Borders Part 2

###by Dominic Blackwell

When a nationalist politician says they want secure borders, or a social conservative politician says they want a return to traditional values, it is easy to characterise it as rigid, hard, closed. But this is to misunderstand what is happening. Even with the most controlled borders, the border guards are allowed to cross the border, otherwise they could not do their job, which is to check the credentials of those who wish to cross the border and who must arrive outside the border. If someone wants to come in, they need to be assessed by the border guard somewhere. This somewhere cannot be inside, as the border guard has not allowed them in, so it must be outside. And when the border guard has done their work for the day, they are allowed back to their home which of course is inside as the border guard has to be allowed in.

And the leaders who give the border guards their orders are of course allowed to cross, to visit the leaders who control the other borders and make deals with them. And the leaders find it convenient to let their friends cross, as well as people who are acting on their behalf to make deals or help them keep their grip on power.

In short, closed borders are borders for the few, while open borders are borders for the many.

And this is certainly true with social borders. When a society enforces traditional ‘family values’ their tend to be loopholes for those who make the rules. Morality for priests and kings will be more flexible than those for congregations and subjects. The moral lawmakers want the people to shame their neighbours who break the moral code. But the lawmakers and the powerful can allow themselves freedom by elegantly tweaking the rules or creating special cases, or simply turning a blind eye. If the powerful agree among themselves what moral freeedoms they want they can keep knowledge of their activities from the masses.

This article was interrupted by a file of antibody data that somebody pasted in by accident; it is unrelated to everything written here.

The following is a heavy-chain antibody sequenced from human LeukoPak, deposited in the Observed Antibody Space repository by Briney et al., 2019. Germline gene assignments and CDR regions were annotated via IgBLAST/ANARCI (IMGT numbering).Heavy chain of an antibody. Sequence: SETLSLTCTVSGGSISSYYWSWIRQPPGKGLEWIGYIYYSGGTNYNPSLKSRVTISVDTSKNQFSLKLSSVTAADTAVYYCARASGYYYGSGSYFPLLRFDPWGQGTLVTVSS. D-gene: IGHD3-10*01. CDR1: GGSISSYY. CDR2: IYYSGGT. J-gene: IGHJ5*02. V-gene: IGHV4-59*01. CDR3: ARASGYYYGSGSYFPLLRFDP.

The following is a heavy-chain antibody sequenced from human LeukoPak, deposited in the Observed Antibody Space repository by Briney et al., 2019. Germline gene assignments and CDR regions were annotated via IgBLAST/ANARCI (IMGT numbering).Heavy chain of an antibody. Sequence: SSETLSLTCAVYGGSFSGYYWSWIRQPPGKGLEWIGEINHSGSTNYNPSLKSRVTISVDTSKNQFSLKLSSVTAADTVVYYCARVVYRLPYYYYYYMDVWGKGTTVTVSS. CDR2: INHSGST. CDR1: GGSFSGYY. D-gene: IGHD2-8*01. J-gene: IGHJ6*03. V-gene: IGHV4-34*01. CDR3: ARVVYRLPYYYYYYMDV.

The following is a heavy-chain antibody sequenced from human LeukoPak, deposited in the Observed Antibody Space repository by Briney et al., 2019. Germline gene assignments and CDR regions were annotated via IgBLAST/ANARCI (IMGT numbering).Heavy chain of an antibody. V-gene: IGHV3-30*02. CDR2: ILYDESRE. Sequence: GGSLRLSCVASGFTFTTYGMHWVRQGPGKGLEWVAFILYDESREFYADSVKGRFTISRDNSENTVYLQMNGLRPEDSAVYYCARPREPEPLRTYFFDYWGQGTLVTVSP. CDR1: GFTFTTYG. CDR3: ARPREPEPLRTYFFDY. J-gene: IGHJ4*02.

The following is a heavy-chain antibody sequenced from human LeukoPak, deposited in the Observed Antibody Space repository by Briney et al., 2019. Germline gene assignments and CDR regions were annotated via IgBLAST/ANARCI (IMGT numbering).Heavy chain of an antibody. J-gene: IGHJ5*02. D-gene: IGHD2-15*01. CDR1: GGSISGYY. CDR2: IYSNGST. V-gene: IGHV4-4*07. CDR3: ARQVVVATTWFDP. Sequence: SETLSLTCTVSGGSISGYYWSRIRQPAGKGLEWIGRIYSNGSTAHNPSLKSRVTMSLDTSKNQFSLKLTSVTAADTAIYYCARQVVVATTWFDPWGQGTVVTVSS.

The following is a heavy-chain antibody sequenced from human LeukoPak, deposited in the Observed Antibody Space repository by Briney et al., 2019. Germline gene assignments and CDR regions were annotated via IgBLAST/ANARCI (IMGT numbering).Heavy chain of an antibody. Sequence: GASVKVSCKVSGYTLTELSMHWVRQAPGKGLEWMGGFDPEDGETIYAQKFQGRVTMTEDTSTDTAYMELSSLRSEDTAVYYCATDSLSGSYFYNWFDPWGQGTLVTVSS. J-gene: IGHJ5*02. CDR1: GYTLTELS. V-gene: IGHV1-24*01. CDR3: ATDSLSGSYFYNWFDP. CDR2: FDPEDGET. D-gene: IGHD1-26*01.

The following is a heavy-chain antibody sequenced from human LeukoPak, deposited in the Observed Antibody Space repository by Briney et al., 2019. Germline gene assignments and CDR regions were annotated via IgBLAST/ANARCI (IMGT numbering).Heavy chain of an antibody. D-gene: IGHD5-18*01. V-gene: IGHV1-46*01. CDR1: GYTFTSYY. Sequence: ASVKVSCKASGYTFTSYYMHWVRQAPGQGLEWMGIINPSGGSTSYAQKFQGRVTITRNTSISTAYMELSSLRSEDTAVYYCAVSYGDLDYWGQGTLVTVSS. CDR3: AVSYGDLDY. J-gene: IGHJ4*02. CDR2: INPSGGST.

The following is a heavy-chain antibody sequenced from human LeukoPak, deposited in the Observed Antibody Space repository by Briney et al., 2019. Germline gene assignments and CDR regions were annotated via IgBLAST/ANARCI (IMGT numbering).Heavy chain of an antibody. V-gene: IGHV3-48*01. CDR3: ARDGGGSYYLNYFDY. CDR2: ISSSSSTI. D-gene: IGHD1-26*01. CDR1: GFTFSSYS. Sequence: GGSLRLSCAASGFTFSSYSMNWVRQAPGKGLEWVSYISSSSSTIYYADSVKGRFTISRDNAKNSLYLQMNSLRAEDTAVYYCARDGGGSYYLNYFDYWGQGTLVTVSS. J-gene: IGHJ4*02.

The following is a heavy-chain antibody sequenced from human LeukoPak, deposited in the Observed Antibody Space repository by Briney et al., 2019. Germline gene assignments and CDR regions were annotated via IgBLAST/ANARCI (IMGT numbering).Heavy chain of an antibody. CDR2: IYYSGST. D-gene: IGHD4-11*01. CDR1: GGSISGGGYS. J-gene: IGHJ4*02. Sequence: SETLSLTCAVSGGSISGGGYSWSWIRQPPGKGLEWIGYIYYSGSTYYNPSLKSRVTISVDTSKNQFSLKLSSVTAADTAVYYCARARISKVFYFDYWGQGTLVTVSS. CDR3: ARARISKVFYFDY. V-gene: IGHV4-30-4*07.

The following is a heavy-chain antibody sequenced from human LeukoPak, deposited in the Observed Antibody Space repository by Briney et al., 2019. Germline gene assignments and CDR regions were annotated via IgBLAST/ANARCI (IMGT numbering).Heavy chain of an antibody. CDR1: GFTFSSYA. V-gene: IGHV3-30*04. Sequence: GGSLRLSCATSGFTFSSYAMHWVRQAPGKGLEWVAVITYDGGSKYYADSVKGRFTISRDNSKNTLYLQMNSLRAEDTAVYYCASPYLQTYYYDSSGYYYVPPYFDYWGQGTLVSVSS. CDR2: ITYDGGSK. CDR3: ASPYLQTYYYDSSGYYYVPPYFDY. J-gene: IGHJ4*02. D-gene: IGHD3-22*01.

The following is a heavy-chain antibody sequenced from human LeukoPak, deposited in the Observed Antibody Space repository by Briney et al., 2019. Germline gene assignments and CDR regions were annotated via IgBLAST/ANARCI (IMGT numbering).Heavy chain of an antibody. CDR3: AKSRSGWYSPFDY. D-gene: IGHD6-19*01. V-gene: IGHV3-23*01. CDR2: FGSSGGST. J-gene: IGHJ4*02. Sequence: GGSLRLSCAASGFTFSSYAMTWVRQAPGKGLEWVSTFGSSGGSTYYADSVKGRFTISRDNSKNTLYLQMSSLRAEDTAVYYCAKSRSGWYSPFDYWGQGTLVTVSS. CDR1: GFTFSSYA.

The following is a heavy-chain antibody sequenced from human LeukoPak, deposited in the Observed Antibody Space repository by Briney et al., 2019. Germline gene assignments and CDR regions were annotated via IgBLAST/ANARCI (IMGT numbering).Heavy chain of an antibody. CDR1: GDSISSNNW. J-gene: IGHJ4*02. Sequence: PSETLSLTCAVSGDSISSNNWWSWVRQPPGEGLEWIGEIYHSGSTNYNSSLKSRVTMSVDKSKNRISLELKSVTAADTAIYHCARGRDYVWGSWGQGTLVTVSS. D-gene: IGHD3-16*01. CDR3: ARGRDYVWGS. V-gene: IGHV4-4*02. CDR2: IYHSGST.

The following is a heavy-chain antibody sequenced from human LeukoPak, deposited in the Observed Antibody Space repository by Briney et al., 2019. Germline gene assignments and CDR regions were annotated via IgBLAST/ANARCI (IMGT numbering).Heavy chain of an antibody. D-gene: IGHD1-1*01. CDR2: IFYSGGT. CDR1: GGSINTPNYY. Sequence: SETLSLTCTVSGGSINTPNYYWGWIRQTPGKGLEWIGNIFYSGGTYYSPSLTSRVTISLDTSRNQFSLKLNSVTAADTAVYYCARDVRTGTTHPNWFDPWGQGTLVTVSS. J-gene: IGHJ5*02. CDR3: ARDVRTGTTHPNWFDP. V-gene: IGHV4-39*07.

So, to campaign for open borders and a liberal society is to claim for the many the rights traditionally granted to the few. It is not a ‘metropolitan liberal elite’ acting in its own interests. It is a movement for the democratisation of movement and the democratisation of moral conscience.

Why, if given freedom, would the many destroy the quality of life of the place they go to, or act without moral constraint? If someone is free to live somewhere, they want it to be a good place to live in, if for no other reason than they live in it. If someone is free to make moral choices, they will act in a way they believe is good, not a way they believe is debauched.

Populist nationalism and populist social conservatism harnesses the power of the many against their own interest. A vote for a populist is a vote against your own freedom. A voter who votes to remove power from ‘them’ is also removing power from themselves.

Opposition to rigid borders is about freedom. It is about taking power from ‘the people’ and giving it to people.

More Writing